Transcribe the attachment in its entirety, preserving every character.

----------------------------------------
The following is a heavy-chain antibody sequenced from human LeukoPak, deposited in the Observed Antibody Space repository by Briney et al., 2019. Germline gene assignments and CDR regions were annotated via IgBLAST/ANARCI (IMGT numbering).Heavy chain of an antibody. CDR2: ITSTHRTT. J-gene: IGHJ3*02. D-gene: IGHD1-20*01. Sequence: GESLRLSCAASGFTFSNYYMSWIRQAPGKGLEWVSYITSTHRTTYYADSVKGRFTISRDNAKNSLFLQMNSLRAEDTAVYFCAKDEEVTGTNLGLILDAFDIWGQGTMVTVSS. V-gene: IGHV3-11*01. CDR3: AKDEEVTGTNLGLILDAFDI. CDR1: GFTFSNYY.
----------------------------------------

The following is a heavy-chain antibody sequenced from human LeukoPak, deposited in the Observed Antibody Space repository by Briney et al., 2019. Germline gene assignments and CDR regions were annotated via IgBLAST/ANARCI (IMGT numbering).Heavy chain of an antibody. CDR2: ITSTHRTT. J-gene: IGHJ3*02. D-gene: IGHD1-20*01. Sequence: GESLRLSCAASGFTFSNYYMSWIRQAPGKGLEWVSYITSTHRTTYYADSVKGRFTISRDNAKNSLFLQMNSLRAEDTAVYFCAKDEEVTGTNLGLILDAFDIWGQGTMVTVSS. V-gene: IGHV3-11*01. CDR3: AKDEEVTGTNLGLILDAFDI. CDR1: GFTFSNYY.